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What is Personalized Learning?

Personalized+learning+leverages+technology+so+students+can+access+lessons+and+tutorials+online+during+free+periods.
Personalized learning leverages technology so students can access lessons and tutorials online during free periods.

Personalized learning leverages technology so students can access lessons and tutorials online during free periods.

Isabell Dobrzycki

Isabell Dobrzycki

Personalized learning leverages technology so students can access lessons and tutorials online during free periods.

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Educators always look to find potentially better ways to teach. Today the answer may lie in personalized learning.

Personalized learning is a curriculum set to work with each individual student’s needs, along with their learning preferences and academic progression. Such learning can be achieved when students have several options to choose from, whether it be through visual, auditory, or kinesthetic lessons. Students have the option to work independently and ask for help when needed, or they can work in groups, where they collaborate with one another to learn material.

With technology, students will have access to plenty of information and knowledge that can be incorporated into their learning experience. For example, students would be able to contact professionals in the various fields to ask questions and learn the most relevant information.

Personalized learning is difficult to implement, however, since students learn different material at different rates, and tracking a student’s progress to help them grow would require a very low teacher to student ratio, meaning that more educators would be necessary to truly personalize learning for students. Not to mention, assigning exams all at once would not be practical, since students would be at different points in the topic depending on how quickly they learned the material.

Dr. Koch, Prairie Ridge’s principal, states that personalized learning could be effective, since students would be more motivated to study what they enjoy. On the other hand, he says, “at a certain point, especially in high school, the material becomes so specialized that open exploration isn’t as efficient nor as effective as working with an experienced professional educator to learn.”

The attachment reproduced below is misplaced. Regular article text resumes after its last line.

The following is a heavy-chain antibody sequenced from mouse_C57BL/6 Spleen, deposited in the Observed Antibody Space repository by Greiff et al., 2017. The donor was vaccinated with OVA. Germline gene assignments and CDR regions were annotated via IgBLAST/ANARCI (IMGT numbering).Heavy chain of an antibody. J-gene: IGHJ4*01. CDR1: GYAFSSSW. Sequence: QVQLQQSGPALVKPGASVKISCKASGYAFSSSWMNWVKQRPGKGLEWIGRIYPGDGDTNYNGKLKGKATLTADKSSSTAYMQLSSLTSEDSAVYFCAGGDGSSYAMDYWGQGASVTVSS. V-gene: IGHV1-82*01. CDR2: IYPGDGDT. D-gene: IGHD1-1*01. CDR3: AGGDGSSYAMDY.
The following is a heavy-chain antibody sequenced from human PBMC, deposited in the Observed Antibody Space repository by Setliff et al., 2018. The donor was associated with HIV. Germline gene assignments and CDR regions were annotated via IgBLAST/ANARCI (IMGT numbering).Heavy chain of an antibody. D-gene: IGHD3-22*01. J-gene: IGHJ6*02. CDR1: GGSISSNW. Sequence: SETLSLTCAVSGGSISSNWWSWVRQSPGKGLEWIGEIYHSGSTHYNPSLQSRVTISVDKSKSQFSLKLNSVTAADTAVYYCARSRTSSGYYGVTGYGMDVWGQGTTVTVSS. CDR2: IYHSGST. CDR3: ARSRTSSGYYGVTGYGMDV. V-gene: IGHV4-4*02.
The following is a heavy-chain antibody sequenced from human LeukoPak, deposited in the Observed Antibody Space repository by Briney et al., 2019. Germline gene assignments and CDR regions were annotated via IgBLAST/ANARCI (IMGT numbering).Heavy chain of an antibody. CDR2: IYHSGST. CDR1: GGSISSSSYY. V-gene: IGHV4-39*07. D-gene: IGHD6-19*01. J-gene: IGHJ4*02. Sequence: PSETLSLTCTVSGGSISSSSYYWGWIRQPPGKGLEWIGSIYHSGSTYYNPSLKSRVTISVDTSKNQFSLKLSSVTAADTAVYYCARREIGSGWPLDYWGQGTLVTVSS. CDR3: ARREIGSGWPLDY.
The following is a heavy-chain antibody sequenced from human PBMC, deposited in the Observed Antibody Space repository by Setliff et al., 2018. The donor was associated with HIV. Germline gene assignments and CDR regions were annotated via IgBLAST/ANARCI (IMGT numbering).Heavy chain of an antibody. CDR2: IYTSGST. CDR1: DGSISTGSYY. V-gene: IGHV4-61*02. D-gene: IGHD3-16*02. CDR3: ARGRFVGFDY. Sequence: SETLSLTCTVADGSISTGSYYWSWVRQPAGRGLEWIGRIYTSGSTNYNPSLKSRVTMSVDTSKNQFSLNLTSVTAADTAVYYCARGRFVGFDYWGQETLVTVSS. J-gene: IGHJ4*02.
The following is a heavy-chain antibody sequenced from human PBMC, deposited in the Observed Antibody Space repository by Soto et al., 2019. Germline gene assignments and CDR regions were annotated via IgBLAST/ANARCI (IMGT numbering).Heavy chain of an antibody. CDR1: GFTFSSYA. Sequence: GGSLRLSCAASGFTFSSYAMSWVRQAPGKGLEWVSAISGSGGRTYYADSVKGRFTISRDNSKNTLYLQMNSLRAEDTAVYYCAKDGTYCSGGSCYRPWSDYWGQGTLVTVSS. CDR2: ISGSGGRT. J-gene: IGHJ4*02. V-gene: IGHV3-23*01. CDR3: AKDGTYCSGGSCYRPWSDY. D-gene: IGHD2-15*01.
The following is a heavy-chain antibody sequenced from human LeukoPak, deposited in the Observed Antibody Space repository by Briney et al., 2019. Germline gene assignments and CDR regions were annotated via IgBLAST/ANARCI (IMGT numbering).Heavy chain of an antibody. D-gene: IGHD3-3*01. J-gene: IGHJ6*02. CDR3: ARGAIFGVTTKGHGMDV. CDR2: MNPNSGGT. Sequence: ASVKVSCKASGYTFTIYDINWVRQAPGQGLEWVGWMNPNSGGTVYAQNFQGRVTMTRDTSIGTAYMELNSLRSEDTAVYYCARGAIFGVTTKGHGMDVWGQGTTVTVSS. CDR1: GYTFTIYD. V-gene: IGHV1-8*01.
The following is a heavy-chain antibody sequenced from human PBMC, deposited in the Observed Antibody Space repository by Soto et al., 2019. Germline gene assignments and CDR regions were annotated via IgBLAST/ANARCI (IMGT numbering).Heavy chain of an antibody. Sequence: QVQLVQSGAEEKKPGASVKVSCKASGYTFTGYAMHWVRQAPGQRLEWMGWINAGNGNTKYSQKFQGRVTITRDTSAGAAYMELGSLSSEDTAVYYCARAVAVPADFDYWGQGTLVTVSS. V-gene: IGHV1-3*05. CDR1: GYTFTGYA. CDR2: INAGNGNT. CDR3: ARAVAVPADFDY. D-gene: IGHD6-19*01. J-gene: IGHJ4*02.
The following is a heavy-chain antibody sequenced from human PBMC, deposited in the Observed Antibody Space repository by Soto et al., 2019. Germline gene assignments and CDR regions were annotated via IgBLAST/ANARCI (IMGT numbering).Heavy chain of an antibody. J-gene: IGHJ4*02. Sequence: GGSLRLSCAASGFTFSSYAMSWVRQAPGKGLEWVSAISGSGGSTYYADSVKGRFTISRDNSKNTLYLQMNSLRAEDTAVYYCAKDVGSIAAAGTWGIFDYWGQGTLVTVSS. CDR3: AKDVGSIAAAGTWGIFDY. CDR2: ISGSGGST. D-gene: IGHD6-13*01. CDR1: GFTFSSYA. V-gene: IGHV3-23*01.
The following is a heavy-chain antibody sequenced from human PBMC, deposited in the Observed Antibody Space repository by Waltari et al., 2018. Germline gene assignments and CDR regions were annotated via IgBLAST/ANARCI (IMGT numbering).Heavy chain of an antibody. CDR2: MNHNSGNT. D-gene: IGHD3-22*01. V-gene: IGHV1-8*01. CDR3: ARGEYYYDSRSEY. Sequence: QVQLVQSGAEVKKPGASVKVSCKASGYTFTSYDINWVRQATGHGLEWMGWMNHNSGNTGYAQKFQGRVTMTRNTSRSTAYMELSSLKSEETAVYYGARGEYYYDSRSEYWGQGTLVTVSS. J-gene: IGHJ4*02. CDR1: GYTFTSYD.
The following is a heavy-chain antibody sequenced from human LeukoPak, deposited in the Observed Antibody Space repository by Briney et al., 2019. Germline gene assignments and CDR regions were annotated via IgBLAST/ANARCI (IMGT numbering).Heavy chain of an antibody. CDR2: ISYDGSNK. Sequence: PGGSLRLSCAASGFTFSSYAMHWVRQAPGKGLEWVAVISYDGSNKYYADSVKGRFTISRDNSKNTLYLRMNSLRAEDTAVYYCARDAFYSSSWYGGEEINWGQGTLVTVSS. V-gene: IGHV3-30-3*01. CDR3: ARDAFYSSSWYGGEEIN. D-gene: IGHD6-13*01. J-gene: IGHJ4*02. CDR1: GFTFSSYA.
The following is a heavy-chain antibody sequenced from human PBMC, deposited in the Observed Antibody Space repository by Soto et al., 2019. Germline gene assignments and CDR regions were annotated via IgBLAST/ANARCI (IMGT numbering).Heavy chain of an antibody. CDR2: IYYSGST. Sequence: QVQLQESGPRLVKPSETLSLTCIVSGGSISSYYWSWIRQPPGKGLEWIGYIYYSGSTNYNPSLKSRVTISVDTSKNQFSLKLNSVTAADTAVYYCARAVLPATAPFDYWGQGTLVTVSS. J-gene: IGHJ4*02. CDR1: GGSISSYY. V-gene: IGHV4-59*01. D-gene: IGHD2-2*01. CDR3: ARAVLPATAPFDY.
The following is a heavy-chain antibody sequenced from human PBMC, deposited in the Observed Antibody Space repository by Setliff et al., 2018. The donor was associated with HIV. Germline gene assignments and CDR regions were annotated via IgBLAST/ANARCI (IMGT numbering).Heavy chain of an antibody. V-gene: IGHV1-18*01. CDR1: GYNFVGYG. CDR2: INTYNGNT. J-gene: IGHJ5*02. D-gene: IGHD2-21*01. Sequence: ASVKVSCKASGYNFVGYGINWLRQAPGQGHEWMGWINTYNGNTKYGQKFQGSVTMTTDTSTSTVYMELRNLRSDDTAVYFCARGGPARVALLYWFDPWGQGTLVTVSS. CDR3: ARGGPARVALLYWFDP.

Mr. Gimm, Humanities Division Leader and English teacher at Prairie Ridge, recently traveled to a school in North Dakota that has adopted a system of personalized learning and shared some insight. Instead of conforming to the standard school schedule of uniform school periods, the students have schedules that are flexible and tailored to their needs. A student can spend two periods of time focused on math if they need, and half a period on science. The schedule can constantly fluctuate to work with a student’s needs. Set “Call Back” periods are established to ensure that every student is effectively learning, and if not, to discuss what can be done to help the student succeed. With this model, Mr. Gimm believes “students develop an increased sense of responsibility and time management, which serves them well in higher education settings and the workplace.”

Rachel Mullen, a junior at Prairie Ridge, likes that this new approach could allow for more skilled people to enter the workforce. With a more streamlined system of education, students could gain hands-on experience sooner and learn more in a shorter amount of time. For example, students that know that they would like to go into a medical field could work with professionals in a hospital to gain knowledge that would have otherwise taken years of additional schooling to learn. However, Rachel agrees with Dr. Koch that not only would it be hard to accommodate every student, but it would also be expensive to work with every individual’s interests.

Generally, personalized learning would require limits so that students do not become disadvantaged, or fall far behind. Although some students may work through material quickly, others may take much longer, or they might simply lack the motivation or drive to learn material and slack off. This could create a great rift between students’ abilities.

Jacob Lawrence, also a junior at Prairie Ridge, suggests that personalized learning should be implemented only with electives. This way, common material will not be disrupted, and students will still have similar opportunities to learn.

In all, personalized learning would need to be carefully considered, since it would change what students already know and are used to.

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